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    Each to their own. My playing took off when I found the sounds in my head and they werent "dry" and clean. I like distortion, reverb and Eq... Some amps I own actually have all those effects built in too. Some dont and need outboard help.
     
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  10. pookie613

    pookie613 Strat-O-Master

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    My guitar is totally out of tune, but its tone is so much better since I got rid of my electronic tuner and plug straight into my amp! o_O
     
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  11. ToneRanger

    ToneRanger Most Honored Senior Member

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    If you're going to run a string of pedals, then a buffer/booster post fuzz is a must - quality patch cables too.
     
  12. SalvorHardin

    SalvorHardin Strat-O-Master

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    I listened to a Wampler video, where he shows that too many pedals with buffers also tend to suck out tone. Adds a bit more confusion to the topic for me. Is it possible that there's something in general, one could do the input of an amp, to ease this problem? Maybe change the impedance.
     
  13. rockon1

    rockon1 Senior Stratmaster Silver Member

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    A good EQ pedal at the end of your chain might help.
     
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  14. Dudeman7

    Dudeman7 Strat-Talker

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    I have been thinking about this topic a lot lately. Been on a bit of a pedal spree, both buying and building and I have a total of four separate pedal boards now.

    A couple of them are small, one for my acoustic rig and another for a "grab and go" electric board. Each of those have 5 or 6 pedals on them. I can't tell any difference between playing clean through the board or plugged straight into the amp.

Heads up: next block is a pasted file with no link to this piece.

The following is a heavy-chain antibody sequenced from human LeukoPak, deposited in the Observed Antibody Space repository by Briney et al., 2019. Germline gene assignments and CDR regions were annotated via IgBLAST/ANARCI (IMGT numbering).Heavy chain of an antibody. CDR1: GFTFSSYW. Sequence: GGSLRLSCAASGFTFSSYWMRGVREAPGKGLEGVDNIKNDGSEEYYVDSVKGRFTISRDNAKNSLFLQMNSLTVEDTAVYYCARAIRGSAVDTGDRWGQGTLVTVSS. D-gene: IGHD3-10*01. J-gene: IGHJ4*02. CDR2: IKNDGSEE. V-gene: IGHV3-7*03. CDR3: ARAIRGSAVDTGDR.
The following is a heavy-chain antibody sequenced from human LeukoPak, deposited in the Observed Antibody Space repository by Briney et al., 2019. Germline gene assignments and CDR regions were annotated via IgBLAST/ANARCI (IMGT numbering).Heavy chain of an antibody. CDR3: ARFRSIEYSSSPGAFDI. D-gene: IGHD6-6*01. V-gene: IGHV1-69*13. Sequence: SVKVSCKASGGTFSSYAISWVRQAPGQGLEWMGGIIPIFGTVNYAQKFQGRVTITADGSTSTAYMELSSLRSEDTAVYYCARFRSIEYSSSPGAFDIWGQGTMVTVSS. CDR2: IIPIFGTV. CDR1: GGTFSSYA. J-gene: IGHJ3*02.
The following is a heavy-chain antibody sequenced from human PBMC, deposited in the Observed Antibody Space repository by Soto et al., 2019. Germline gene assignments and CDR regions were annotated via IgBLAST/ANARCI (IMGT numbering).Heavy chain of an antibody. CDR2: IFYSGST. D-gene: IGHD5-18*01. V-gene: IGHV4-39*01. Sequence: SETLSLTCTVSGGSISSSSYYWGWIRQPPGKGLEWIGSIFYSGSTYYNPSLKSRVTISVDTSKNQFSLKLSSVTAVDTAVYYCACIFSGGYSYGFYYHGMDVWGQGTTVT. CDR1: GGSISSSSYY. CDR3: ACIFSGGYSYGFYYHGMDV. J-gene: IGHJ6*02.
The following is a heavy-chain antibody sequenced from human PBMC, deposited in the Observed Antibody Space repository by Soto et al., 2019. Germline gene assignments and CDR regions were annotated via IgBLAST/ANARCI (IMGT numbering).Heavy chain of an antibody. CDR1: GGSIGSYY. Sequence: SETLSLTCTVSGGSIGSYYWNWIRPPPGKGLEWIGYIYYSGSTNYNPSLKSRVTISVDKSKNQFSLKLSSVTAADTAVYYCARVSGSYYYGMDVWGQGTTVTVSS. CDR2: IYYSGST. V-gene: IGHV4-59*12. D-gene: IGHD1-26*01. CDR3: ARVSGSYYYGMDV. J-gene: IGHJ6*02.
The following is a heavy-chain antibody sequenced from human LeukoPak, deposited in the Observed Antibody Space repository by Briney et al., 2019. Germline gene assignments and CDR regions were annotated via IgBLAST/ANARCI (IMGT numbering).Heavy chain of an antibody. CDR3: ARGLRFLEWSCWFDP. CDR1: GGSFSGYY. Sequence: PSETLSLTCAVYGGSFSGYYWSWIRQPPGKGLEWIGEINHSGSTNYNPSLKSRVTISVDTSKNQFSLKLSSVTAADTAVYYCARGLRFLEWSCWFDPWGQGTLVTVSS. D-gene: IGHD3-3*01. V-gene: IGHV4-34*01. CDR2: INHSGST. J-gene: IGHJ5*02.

The other two boards are pretty big. My bass board has 10 pedals on it. I play mostly active basses and don't notice any tone sucking whether through the board or straight in.

    Now, my big guitar board has 15 pedals on it and the bypassed tone is definitely different than the straight in tone. Most of the pedals have true bypass but I have a JHS Little Black Buffer and an ISP Deci-Mate that are under the board and always on.

    What I realized when playing through the big board though is that I seldom have all of the pedals bypassed. The whole purpose of that thing is to inspire me to create new sounds and ultimately, new songs.

    There is room for all schools of thought here and no wrong answers, as long as the end result is favorable.
     
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  15. hogrider16

    hogrider16 Strat-Talker

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    +1

    The driver in choosing a guitar, amp and effects is to get the tone you want. If you can get that tone with no effects, more power to you. If you need a pedal board the size of an aircraft carrier flight deck, have at it! This isn't the SATs, there's no cheating in guitar playing.
     
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  16. BigDan

    BigDan Strat-Talker

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    I wonder who the better guitarist is. The guy that has turned a yard trailer into a pedalboard with twenty different effects complete with whale sounds and bird calls and has ten guitars on racks for all to see on stage,ect..... or the guy that is plugged in to an amp with a tube screamer and a wah pedal at the most and only brought two guitars. Can you guess which two?
     
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  17. BlurgyWurgyWibble

    BlurgyWurgyWibble Strat-O-Master

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    I think most of the time you aren't noticing the "tone suck" but actually noticing the buffer doing its job and mitigating the effect of the "reactance" in your guitar signal chain (wiring, pots, cable etc.)
    That said, very many pedals have variable impedence and very many (popular) pedal buffers do absolutely blow so its always worth spending some time figuring out specifcally which one you want at the start/end of your (preferably) true bypass signal chain.
     
    Last edited: Jun 4, 2021
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  18. El Gwango

    El Gwango Strat-Talk Member

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    Yup my neighbour's beg me to take up golf ,Huh what do they know
     
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  19. Slartybartfast

    Slartybartfast Strat-Talker

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    No, but I have in the past. Anymore I always use both high quality cords and pedals. Doesn't hurt that I usually have one or more pedals with buffers in them. You can always try a stand alone buffer pedal if you need to. So yes, that can happen but it's easily rectified.
     
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  20. metrokosmiko

    metrokosmiko Strat-Talker

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    There is a noticeable difference in tone and feel, but musically it makes no difference.

    I can hear what the buffer in my delay does to my tone, but it's fine, it's not ruining my song.